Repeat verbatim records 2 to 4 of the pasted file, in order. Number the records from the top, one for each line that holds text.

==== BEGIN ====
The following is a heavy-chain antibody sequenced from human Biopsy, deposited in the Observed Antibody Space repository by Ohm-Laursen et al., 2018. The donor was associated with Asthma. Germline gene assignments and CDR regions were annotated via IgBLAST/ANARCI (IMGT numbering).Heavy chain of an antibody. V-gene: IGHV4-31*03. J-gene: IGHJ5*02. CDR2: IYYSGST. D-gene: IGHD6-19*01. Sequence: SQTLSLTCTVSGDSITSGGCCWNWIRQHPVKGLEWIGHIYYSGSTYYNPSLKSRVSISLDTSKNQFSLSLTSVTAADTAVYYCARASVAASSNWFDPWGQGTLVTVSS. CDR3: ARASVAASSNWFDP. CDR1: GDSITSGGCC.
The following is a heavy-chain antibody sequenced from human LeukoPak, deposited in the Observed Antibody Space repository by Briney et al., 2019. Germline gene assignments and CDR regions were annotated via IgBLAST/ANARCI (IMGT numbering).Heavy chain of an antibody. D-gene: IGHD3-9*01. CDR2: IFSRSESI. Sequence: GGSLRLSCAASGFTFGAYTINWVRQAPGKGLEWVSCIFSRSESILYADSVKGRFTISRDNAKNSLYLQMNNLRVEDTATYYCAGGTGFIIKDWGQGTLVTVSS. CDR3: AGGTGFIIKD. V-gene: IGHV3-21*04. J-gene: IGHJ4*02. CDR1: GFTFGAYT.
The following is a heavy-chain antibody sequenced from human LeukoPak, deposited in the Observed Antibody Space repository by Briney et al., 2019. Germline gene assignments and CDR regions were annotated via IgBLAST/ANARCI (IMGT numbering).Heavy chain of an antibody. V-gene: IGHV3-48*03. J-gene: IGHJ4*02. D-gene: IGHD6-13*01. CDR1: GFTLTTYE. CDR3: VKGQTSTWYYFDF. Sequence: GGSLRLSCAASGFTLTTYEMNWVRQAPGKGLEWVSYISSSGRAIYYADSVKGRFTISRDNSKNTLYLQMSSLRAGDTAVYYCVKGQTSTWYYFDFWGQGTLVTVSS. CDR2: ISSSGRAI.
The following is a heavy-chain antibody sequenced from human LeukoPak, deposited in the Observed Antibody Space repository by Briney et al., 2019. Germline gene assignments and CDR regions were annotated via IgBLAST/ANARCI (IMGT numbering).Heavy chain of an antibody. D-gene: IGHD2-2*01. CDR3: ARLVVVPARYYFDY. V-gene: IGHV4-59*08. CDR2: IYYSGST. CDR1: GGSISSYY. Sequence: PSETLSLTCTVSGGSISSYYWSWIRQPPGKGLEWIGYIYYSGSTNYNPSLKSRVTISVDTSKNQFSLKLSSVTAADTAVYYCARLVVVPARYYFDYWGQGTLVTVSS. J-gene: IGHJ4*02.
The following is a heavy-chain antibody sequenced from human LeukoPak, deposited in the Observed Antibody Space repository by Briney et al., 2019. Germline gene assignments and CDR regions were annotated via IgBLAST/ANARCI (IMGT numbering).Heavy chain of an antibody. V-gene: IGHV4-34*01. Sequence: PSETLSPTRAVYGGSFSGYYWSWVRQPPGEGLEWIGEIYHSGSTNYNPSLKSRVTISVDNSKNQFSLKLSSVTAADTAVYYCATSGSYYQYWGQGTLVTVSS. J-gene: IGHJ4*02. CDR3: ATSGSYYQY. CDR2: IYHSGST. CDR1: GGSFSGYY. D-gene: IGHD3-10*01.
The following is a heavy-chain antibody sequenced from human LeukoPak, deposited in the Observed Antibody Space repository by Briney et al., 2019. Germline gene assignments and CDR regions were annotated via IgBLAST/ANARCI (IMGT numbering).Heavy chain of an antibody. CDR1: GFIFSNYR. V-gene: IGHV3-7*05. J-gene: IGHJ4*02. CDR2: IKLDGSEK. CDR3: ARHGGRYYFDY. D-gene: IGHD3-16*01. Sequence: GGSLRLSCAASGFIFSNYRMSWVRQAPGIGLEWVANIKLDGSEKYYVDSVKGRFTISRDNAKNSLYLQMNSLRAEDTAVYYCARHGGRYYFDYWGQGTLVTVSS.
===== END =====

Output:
The following is a heavy-chain antibody sequenced from human LeukoPak, deposited in the Observed Antibody Space repository by Briney et al., 2019. Germline gene assignments and CDR regions were annotated via IgBLAST/ANARCI (IMGT numbering).Heavy chain of an antibody. D-gene: IGHD3-9*01. CDR2: IFSRSESI. Sequence: GGSLRLSCAASGFTFGAYTINWVRQAPGKGLEWVSCIFSRSESILYADSVKGRFTISRDNAKNSLYLQMNNLRVEDTATYYCAGGTGFIIKDWGQGTLVTVSS. CDR3: AGGTGFIIKD. V-gene: IGHV3-21*04. J-gene: IGHJ4*02. CDR1: GFTFGAYT.
The following is a heavy-chain antibody sequenced from human LeukoPak, deposited in the Observed Antibody Space repository by Briney et al., 2019. Germline gene assignments and CDR regions were annotated via IgBLAST/ANARCI (IMGT numbering).Heavy chain of an antibody. V-gene: IGHV3-48*03. J-gene: IGHJ4*02. D-gene: IGHD6-13*01. CDR1: GFTLTTYE. CDR3: VKGQTSTWYYFDF. Sequence: GGSLRLSCAASGFTLTTYEMNWVRQAPGKGLEWVSYISSSGRAIYYADSVKGRFTISRDNSKNTLYLQMSSLRAGDTAVYYCVKGQTSTWYYFDFWGQGTLVTVSS. CDR2: ISSSGRAI.
The following is a heavy-chain antibody sequenced from human LeukoPak, deposited in the Observed Antibody Space repository by Briney et al., 2019. Germline gene assignments and CDR regions were annotated via IgBLAST/ANARCI (IMGT numbering).Heavy chain of an antibody. D-gene: IGHD2-2*01. CDR3: ARLVVVPARYYFDY. V-gene: IGHV4-59*08. CDR2: IYYSGST. CDR1: GGSISSYY. Sequence: PSETLSLTCTVSGGSISSYYWSWIRQPPGKGLEWIGYIYYSGSTNYNPSLKSRVTISVDTSKNQFSLKLSSVTAADTAVYYCARLVVVPARYYFDYWGQGTLVTVSS. J-gene: IGHJ4*02.